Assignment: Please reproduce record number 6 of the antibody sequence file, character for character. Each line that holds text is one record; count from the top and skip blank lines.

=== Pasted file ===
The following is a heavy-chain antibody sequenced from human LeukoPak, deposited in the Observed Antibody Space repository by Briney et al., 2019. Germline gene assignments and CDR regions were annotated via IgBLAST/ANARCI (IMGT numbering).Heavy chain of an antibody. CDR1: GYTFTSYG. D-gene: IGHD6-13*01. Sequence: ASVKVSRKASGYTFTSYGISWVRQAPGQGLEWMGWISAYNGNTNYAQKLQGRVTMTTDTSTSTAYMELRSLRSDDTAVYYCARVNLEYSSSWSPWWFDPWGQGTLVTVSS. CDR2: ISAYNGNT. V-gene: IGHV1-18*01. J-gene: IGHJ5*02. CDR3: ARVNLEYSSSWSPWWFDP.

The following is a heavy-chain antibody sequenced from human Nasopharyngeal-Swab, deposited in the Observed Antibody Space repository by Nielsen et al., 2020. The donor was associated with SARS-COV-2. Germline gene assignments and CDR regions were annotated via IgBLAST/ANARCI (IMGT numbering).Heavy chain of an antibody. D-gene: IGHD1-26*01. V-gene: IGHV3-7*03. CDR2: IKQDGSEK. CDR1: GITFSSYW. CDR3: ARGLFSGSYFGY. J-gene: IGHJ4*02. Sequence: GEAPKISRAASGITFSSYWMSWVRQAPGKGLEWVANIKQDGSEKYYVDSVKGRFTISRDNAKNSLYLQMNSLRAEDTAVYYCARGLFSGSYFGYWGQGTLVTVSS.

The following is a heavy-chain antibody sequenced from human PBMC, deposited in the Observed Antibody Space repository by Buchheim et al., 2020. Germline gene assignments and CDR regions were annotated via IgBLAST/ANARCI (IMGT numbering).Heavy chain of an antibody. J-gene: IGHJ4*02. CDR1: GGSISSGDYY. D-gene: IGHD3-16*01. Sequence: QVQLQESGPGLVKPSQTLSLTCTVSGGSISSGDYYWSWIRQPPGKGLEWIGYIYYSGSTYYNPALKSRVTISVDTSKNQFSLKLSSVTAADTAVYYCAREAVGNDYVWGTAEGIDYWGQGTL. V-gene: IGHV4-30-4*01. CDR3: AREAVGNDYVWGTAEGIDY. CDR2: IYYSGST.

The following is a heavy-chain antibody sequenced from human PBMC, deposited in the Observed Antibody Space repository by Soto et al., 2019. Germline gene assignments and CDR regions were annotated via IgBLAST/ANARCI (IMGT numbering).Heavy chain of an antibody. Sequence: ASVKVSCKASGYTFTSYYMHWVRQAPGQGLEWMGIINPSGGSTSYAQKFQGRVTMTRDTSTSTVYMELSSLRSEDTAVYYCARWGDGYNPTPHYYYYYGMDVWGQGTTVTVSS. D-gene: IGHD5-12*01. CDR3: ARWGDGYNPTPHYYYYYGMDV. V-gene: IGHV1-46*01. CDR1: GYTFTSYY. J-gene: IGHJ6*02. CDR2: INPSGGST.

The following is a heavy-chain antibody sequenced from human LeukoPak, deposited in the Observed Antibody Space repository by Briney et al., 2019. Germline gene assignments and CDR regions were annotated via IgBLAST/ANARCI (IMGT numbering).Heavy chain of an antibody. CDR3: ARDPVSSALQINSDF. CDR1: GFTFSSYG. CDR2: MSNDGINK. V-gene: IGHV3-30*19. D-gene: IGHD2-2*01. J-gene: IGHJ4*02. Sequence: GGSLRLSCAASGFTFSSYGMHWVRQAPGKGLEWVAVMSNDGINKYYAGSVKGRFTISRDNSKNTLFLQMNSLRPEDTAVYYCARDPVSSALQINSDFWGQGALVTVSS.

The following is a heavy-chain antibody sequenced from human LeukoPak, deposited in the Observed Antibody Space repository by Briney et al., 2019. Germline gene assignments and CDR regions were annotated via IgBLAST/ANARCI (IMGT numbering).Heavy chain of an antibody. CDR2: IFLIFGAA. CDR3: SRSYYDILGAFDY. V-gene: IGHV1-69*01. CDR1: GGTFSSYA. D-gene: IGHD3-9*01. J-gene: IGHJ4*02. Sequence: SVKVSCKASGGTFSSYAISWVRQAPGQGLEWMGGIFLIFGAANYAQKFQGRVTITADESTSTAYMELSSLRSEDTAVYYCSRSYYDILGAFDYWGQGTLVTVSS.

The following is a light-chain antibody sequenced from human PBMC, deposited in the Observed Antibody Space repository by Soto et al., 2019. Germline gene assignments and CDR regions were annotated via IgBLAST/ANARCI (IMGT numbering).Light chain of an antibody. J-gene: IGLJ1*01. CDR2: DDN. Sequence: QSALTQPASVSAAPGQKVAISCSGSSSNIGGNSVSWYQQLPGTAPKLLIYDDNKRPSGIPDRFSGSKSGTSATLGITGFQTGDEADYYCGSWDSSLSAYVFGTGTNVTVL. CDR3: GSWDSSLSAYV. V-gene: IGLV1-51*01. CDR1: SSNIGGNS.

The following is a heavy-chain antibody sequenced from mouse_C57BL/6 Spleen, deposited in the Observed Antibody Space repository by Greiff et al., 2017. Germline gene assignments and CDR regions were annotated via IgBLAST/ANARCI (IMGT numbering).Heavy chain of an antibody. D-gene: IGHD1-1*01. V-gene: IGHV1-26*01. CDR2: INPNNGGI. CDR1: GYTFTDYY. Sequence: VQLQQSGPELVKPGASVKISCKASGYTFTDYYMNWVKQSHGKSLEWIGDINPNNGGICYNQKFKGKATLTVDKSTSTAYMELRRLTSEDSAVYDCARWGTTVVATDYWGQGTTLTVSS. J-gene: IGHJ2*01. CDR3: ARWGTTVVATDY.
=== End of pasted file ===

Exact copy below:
The following is a heavy-chain antibody sequenced from human LeukoPak, deposited in the Observed Antibody Space repository by Briney et al., 2019. Germline gene assignments and CDR regions were annotated via IgBLAST/ANARCI (IMGT numbering).Heavy chain of an antibody. CDR2: IFLIFGAA. CDR3: SRSYYDILGAFDY. V-gene: IGHV1-69*01. CDR1: GGTFSSYA. D-gene: IGHD3-9*01. J-gene: IGHJ4*02. Sequence: SVKVSCKASGGTFSSYAISWVRQAPGQGLEWMGGIFLIFGAANYAQKFQGRVTITADESTSTAYMELSSLRSEDTAVYYCSRSYYDILGAFDYWGQGTLVTVSS.